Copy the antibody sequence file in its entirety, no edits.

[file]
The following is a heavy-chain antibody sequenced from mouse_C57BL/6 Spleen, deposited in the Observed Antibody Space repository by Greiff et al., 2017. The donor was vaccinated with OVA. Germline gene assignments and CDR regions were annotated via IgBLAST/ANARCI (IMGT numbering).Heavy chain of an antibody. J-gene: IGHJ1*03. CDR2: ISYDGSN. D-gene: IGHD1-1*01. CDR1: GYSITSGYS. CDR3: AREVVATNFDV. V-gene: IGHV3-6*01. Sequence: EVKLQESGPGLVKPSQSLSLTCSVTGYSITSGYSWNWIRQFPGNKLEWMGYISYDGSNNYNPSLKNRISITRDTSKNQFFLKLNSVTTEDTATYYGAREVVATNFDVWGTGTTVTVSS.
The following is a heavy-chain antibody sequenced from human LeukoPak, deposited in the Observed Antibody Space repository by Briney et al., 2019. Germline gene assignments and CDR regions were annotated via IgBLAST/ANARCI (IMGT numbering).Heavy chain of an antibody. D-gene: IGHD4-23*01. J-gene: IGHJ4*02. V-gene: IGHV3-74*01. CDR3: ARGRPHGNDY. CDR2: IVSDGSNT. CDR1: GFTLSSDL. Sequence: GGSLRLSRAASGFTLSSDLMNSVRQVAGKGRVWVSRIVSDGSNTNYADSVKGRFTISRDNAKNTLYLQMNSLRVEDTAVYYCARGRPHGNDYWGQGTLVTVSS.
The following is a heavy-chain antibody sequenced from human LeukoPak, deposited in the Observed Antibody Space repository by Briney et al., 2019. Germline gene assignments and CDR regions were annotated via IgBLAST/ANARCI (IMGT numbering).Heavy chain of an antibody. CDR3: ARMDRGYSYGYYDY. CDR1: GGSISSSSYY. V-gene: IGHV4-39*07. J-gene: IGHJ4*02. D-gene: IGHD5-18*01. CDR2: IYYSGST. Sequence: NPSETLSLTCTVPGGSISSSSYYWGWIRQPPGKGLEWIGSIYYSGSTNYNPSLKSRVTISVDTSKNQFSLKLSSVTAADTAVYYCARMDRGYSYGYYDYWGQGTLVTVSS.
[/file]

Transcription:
The following is a heavy-chain antibody sequenced from mouse_C57BL/6 Spleen, deposited in the Observed Antibody Space repository by Greiff et al., 2017. The donor was vaccinated with OVA. Germline gene assignments and CDR regions were annotated via IgBLAST/ANARCI (IMGT numbering).Heavy chain of an antibody. J-gene: IGHJ1*03. CDR2: ISYDGSN. D-gene: IGHD1-1*01. CDR1: GYSITSGYS. CDR3: AREVVATNFDV. V-gene: IGHV3-6*01. Sequence: EVKLQESGPGLVKPSQSLSLTCSVTGYSITSGYSWNWIRQFPGNKLEWMGYISYDGSNNYNPSLKNRISITRDTSKNQFFLKLNSVTTEDTATYYGAREVVATNFDVWGTGTTVTVSS.
The following is a heavy-chain antibody sequenced from human LeukoPak, deposited in the Observed Antibody Space repository by Briney et al., 2019. Germline gene assignments and CDR regions were annotated via IgBLAST/ANARCI (IMGT numbering).Heavy chain of an antibody. D-gene: IGHD4-23*01. J-gene: IGHJ4*02. V-gene: IGHV3-74*01. CDR3: ARGRPHGNDY. CDR2: IVSDGSNT. CDR1: GFTLSSDL. Sequence: GGSLRLSRAASGFTLSSDLMNSVRQVAGKGRVWVSRIVSDGSNTNYADSVKGRFTISRDNAKNTLYLQMNSLRVEDTAVYYCARGRPHGNDYWGQGTLVTVSS.
The following is a heavy-chain antibody sequenced from human LeukoPak, deposited in the Observed Antibody Space repository by Briney et al., 2019. Germline gene assignments and CDR regions were annotated via IgBLAST/ANARCI (IMGT numbering).Heavy chain of an antibody. CDR3: ARMDRGYSYGYYDY. CDR1: GGSISSSSYY. V-gene: IGHV4-39*07. J-gene: IGHJ4*02. D-gene: IGHD5-18*01. CDR2: IYYSGST. Sequence: NPSETLSLTCTVPGGSISSSSYYWGWIRQPPGKGLEWIGSIYYSGSTNYNPSLKSRVTISVDTSKNQFSLKLSSVTAADTAVYYCARMDRGYSYGYYDYWGQGTLVTVSS.